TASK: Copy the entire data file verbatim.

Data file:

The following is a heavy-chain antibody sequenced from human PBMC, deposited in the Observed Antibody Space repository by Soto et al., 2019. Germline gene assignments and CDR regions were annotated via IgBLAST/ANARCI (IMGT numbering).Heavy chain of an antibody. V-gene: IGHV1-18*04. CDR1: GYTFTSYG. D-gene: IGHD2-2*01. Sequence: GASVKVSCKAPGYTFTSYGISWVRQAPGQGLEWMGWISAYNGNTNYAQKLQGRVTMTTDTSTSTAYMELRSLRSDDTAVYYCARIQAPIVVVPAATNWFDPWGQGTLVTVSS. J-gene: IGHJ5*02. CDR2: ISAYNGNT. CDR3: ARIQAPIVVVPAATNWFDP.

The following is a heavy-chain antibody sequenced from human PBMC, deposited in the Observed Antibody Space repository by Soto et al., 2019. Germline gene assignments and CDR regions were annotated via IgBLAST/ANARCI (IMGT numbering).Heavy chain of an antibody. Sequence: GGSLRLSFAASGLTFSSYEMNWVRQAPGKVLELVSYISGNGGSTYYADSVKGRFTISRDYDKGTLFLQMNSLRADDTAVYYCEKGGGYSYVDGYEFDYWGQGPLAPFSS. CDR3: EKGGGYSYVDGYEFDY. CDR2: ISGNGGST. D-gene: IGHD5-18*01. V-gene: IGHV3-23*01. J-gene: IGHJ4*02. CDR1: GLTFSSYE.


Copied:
The following is a heavy-chain antibody sequenced from human PBMC, deposited in the Observed Antibody Space repository by Soto et al., 2019. Germline gene assignments and CDR regions were annotated via IgBLAST/ANARCI (IMGT numbering).Heavy chain of an antibody. V-gene: IGHV1-18*04. CDR1: GYTFTSYG. D-gene: IGHD2-2*01. Sequence: GASVKVSCKAPGYTFTSYGISWVRQAPGQGLEWMGWISAYNGNTNYAQKLQGRVTMTTDTSTSTAYMELRSLRSDDTAVYYCARIQAPIVVVPAATNWFDPWGQGTLVTVSS. J-gene: IGHJ5*02. CDR2: ISAYNGNT. CDR3: ARIQAPIVVVPAATNWFDP.

The following is a heavy-chain antibody sequenced from human PBMC, deposited in the Observed Antibody Space repository by Soto et al., 2019. Germline gene assignments and CDR regions were annotated via IgBLAST/ANARCI (IMGT numbering).Heavy chain of an antibody. Sequence: GGSLRLSFAASGLTFSSYEMNWVRQAPGKVLELVSYISGNGGSTYYADSVKGRFTISRDYDKGTLFLQMNSLRADDTAVYYCEKGGGYSYVDGYEFDYWGQGPLAPFSS. CDR3: EKGGGYSYVDGYEFDY. CDR2: ISGNGGST. D-gene: IGHD5-18*01. V-gene: IGHV3-23*01. J-gene: IGHJ4*02. CDR1: GLTFSSYE.